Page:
The autonomous car is inevitable, even if there are some hurdles to overcome.
For thousands of years, we’ve attempted to look into the future. It’s humankind’s lust for answers before we may even know the questions. Whether using crystal balls, tea leaves, or company valuations, we look at the signs and define tomorrow. Rarely are any of these methods right.
Currently, the holy grail of the automotive world is the autonomous vehicle. (Previous holy grails have included electric starters, direct injection, and hydrogen fuel cells.) If and when the AV does arrive, it will dramatically change the cultural touchstone in America that the car once was. Instead of encouraging people to participate in the Dream Cruise we will offer them pleasant dreams while cruising.
News accounts are filled with hopeful stories of an automated world where we can text our status updates from the backseat of some self-guided pod summoned by our phones and avoid awkward conversations with college-aged Uber drivers or a Pakistani with a hack license and a dashboard vial of some sickly sweet oil. Freedom will be defined by solitude of the backseat.
Carmakers, technology companies, carmakers pretending to be technology companies, and many others have held innumerable press conferences to announce when their fully autonomous vehicles will start hitting the streets. Last week, Ford announced it would have its fully autonomous vehicle ready by 2021. It’s unclear what that will be and maybe Ford doesn’t really know yet. Will it be a Johnny Cab from Total Recall or something more like the vehicle John Spartan took to Taco Bell in Demolition Man?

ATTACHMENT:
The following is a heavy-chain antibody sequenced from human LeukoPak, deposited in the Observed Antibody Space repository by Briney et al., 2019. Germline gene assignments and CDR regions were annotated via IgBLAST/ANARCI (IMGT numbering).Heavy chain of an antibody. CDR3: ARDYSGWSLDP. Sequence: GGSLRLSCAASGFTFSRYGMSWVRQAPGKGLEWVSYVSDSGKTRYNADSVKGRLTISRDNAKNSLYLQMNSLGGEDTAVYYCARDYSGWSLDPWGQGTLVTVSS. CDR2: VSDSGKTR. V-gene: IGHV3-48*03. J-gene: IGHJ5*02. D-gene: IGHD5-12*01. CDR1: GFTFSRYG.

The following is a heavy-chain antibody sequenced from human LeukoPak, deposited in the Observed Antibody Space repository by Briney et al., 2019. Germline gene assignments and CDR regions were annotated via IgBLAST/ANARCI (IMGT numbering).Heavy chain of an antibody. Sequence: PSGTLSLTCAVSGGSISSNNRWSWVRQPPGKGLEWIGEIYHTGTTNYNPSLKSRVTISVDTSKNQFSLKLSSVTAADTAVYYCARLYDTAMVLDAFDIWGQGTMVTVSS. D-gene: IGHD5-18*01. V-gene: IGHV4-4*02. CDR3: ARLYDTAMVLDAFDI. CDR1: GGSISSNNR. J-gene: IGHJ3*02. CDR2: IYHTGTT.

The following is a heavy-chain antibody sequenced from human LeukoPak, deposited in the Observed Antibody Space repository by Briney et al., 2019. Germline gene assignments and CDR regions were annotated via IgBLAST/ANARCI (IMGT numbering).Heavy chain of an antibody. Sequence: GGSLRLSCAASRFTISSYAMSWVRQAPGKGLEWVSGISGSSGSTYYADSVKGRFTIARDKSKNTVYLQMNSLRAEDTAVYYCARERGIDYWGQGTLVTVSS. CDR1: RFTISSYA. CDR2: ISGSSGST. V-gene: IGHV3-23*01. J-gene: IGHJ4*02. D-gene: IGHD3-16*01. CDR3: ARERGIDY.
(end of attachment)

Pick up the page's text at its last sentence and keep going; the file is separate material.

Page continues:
Will it be a Johnny Cab from Total Recall or something more like the vehicle John Spartan took to Taco Bell in Demolition Man?
“The next decade will be defined by automation of the automobile, and we see autonomous vehicles as having as significant an impact on society as Ford’s moving assembly line did 100 years ago,” said Mark Fields, Ford president and CEO, in a press release. “We’re dedicated to putting on the road an autonomous vehicle that can improve safety and solve social and environmental challenges for millions of people – not just those who can afford luxury vehicles.”
Fields isn’t alone. Volkswagen wants its self-driving vehicle on roads by 2019. General Motors is shooting for 2020. BMW is thinking 2021. And, of course, Tesla thinks it will have the technology ready by 2018 – and it offers an Autopilot feature on its cars right now, though it reminds drivers that the system is not actually an auto pilot and really nothing worth losing your head over, yet.
So what are the real perks of this driverless world? Why are we in such a hurry to get there? And if you call shotgun in a driverless car, where do you sit?
Rebecca Lindland, the super-savvy analyst and automotive genius at Kelley Blue Book, says one of the perks will be safety.
“One of the biggest advantages is safer roads,” she said. “Something like 90 percent of all crashes are driver error.”
That could mean just 4,000 annual deaths due to automobiles in America instead of 40,000. That’s good news. Hopefully road rage will drop as well, though Facebook posts will likely increase, so let’s call that a wash.
Down the road, so to speak, self-driving cars could improve traffic flow, eliminate traffic lights, and even eliminate road signs as those would no longer be needed. The car knows what it’s doing, where it’s going, and how it’ll get there. I don’t know if that means we’ll become less dependent on self-driving vehicles or more dependent.